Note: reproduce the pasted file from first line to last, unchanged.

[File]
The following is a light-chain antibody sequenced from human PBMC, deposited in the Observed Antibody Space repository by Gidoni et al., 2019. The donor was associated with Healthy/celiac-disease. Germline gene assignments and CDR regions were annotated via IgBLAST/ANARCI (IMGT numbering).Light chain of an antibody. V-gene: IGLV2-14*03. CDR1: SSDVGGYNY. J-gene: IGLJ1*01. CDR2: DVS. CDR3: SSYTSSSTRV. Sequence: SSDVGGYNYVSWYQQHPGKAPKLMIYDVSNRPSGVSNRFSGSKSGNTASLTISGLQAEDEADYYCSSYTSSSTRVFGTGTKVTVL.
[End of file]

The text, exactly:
The following is a light-chain antibody sequenced from human PBMC, deposited in the Observed Antibody Space repository by Gidoni et al., 2019. The donor was associated with Healthy/celiac-disease. Germline gene assignments and CDR regions were annotated via IgBLAST/ANARCI (IMGT numbering).Light chain of an antibody. V-gene: IGLV2-14*03. CDR1: SSDVGGYNY. J-gene: IGLJ1*01. CDR2: DVS. CDR3: SSYTSSSTRV. Sequence: SSDVGGYNYVSWYQQHPGKAPKLMIYDVSNRPSGVSNRFSGSKSGNTASLTISGLQAEDEADYYCSSYTSSSTRVFGTGTKVTVL.